June 2018 Project: Judgment Aggregation

This is the website for the June 2018 Master of Logic project on Judgment Aggregation. We will post all information related to the project on this page.
This project is based on the Computational Social Choice course given by Ulle Endriss in 2015.


The Handbook of Computational Social Choice is a great resource for further reading on the topics covered in the project and many more. Trends in Computational Social Choice is also a good reference for what's going on with more current research (chapter 7 is about belief merging and JA, and chapter 8 is about complexity & strategic behavior in JA. Chapter 9 is about social networks and there are parts that are relevant to JA).


We'll have four homeworks, one for each lecture in the first week. These should not take up too much time, and are mostly a way for you (and us) to check if you've understood the material. They are due the day after we post them, at 11am. You can email them to us or bring a paper copy to the lecture.


Your presentations in the second week should be similar to the format of the lectures of the first week. Each presentation should be around one hour including questions. The purpose is for each of you to present your paper in such a way that everyone in the audience leaves with a basic understanding of what the paper is about, and the main results. You will be the only one in the room who has read the paper, so when in doubt, go slow. Don't be afraid to make things interactive (we'd love to see some stars in the slides)!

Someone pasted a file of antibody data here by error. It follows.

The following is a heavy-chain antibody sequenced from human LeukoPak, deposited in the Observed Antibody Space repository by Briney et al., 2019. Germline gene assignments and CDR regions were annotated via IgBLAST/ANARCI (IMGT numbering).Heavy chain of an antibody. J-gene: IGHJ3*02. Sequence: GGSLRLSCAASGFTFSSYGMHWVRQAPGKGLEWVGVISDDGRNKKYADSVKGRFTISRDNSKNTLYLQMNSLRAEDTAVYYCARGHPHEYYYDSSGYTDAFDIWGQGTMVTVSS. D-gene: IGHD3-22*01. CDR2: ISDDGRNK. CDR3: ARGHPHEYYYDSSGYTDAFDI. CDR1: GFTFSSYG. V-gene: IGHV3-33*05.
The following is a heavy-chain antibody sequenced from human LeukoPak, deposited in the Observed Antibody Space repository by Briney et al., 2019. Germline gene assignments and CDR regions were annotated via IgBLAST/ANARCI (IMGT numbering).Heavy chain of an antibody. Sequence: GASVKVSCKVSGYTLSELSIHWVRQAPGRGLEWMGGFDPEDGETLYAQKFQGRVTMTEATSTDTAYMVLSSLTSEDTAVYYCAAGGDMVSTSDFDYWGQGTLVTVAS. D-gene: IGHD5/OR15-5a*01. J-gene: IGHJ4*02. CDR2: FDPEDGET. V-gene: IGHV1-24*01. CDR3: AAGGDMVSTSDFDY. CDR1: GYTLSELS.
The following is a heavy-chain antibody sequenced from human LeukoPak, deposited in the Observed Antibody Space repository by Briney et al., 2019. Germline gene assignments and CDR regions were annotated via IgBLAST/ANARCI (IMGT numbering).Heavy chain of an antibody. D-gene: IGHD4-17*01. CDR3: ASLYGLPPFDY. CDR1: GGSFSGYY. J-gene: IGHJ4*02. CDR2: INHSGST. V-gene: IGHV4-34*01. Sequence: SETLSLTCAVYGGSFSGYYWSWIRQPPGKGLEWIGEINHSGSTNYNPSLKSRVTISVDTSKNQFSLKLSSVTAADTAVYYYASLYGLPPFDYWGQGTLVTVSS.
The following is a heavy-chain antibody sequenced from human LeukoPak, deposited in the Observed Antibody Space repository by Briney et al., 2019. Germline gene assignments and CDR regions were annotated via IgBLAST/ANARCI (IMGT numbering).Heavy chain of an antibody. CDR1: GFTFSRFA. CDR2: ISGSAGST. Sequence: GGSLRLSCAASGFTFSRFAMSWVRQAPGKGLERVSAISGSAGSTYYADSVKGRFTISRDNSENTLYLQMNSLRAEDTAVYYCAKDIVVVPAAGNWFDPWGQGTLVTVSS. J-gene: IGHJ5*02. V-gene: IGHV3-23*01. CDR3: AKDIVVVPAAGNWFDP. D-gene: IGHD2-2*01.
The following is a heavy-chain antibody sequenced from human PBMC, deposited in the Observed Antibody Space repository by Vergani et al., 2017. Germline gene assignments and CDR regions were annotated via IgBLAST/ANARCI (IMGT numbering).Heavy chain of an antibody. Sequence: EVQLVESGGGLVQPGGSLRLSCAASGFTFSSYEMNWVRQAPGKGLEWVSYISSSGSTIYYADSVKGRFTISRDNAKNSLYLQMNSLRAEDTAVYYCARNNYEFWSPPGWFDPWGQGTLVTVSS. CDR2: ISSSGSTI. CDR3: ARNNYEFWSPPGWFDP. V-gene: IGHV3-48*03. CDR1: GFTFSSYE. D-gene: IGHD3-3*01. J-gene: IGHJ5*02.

Here is some advice on giving a talk by Ulle Endriss. Most things you need to consider before giving any kind of presentation are mentioned, so it's helpful to read even if you might not end up implementing all his suggestions. Note that some of it is written with conference-style talks in mind, so you can ignore those parts, or save them somewhere in the back of your mind for future endeavors.

When you are in the audience, ask questions! Even if you think they might be stupid (this doubles as a charitable act: you'll help out the person with the same question who is too concerned with looking smart to ask). These presentations are a prime opportunity to get used to interrupting lectures in a friendly environment, and for the presenters to get used to being interrupted. Note that it is obligatory to attend all these presentations.

Here is a simple beamer template for those of you who might want it to make your slides. Feel free to use/create your own or play around with this one to make it more your own style.


In the third week you should all have chosen a paper topic and have started working on your idea. During this week we want to set up meetings with each of you to discuss (and approve) your idea and discuss what you'll focus on going forward. By the end of the second week you should have already thought a bit about a potential topic and have scheduled a meeting with us for either Monday (18th) or Tuesday (19th).

What we Expect from your Paper: You have two options for the final paper. You can either come up with an original idea and develop it as far as you can, or you can do a thorough analysis of existing work (note that this does not mean summarising a few papers, your insights should still be original even though you do not prove new results). We highly encourage you to go with the first option, even if you only have the seed of an idea. Since this is a short project, it is ok if you don't manage to prove some amazing result, as long as you explain what your goal was and why you did not manage to come up with a proof (this does not mean something like "it was hard and I didn't have much time"). We expect everything in your papers to be correct, and well written.